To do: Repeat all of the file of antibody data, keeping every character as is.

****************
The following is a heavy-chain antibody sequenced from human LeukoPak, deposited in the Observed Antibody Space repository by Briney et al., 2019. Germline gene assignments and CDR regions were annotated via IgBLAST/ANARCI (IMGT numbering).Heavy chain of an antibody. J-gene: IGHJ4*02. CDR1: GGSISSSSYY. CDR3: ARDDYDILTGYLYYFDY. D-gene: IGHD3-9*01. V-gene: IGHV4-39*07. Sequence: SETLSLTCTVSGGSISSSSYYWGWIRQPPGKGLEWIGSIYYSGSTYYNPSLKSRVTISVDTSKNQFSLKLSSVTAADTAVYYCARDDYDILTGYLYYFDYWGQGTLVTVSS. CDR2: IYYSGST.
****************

The following is a heavy-chain antibody sequenced from human LeukoPak, deposited in the Observed Antibody Space repository by Briney et al., 2019. Germline gene assignments and CDR regions were annotated via IgBLAST/ANARCI (IMGT numbering).Heavy chain of an antibody. J-gene: IGHJ4*02. CDR1: GGSISSSSYY. CDR3: ARDDYDILTGYLYYFDY. D-gene: IGHD3-9*01. V-gene: IGHV4-39*07. Sequence: SETLSLTCTVSGGSISSSSYYWGWIRQPPGKGLEWIGSIYYSGSTYYNPSLKSRVTISVDTSKNQFSLKLSSVTAADTAVYYCARDDYDILTGYLYYFDYWGQGTLVTVSS. CDR2: IYYSGST.